Answers to Quora Questions by Yair Davidiy
Did World War II German soldiers learn a certain martial arts system for hand-to-hand combat?
The Germans do not seem to have excelled in this area and did not especially train for it.
The opinion of a German general who led soldiers against the Russians:
# [Marshal] Timoshenjko told his men that the Germans' chief strength lay in their technical skill and in their equipment. The German soldier, he said, was inferior to the Russian in man-to-man combat, and became nervous and timid when fighting at night or in the great forests and marshes. In this sort of warfare the Russian was the better soldier. Of course this was not quite accurate: Had it been we would now not be at the gates of Moscow. Nevertheless, the Russian order did contain a grain of truth. The Western European is so highly civilized that in many respects he cannot stand up to the tougher easterner who lives so much closer to nature. #
BLUMENTRITT, Gunther. 'Moscow,' in FREIDEN/RICHARDSON, 'The Fatal Decisions,' USA, 1956, p. 68.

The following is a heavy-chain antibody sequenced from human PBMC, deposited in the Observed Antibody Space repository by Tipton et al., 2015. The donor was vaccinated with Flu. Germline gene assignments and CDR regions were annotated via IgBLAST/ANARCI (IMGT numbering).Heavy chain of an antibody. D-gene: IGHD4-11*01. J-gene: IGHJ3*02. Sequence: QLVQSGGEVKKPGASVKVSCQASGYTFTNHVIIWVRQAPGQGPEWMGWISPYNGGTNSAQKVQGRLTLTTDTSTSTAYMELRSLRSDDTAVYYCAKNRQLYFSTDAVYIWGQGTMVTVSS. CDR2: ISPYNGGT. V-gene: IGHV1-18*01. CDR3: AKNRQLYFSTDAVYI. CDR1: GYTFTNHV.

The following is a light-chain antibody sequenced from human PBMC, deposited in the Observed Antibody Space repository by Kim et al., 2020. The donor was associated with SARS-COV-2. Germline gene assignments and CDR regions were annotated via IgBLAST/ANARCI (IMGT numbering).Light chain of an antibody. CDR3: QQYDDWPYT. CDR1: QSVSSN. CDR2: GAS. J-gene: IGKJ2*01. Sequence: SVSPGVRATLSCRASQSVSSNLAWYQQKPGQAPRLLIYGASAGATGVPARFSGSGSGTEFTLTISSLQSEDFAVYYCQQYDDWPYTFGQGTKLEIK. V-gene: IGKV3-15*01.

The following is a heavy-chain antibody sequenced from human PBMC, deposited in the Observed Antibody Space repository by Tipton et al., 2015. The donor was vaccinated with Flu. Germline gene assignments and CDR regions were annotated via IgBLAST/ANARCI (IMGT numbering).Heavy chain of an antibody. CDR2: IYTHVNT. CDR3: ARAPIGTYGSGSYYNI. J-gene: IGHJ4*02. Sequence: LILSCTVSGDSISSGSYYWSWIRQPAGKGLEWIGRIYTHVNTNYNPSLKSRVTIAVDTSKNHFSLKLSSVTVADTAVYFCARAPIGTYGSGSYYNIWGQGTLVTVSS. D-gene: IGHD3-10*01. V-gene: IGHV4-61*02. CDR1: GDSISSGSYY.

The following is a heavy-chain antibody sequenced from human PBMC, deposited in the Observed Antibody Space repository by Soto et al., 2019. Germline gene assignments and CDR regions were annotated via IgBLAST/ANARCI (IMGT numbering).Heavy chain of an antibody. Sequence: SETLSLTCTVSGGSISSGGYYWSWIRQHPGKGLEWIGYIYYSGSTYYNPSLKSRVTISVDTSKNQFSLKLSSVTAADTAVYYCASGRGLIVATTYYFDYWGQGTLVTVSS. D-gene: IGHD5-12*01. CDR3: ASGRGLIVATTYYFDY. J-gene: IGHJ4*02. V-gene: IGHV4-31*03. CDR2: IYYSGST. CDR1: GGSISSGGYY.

Yisroel Davis pointed out to me that the answer of General Gunther Blumentritt above reflects an attempt at reverse snobbery: The Germans were more advanced than the Russians. The Russians being more primitive were closer to nature, more animal-like. The Russians were therefore more formidable in that type of combat more suited to animal types.
The German advantage derived from technological superiority, will-power, versatility, resilience, discipline, team-work, forbearance, bravery, leadership, attention to detail, and unified effort. Its commanders revealed competence, professionalism, and intellectual ability as well as concern for those they were leaders of. Germans as individuals can be tough. They also had their share of lone warrior types. Nevertheless, this was not a preference of theirs and not something they were known for.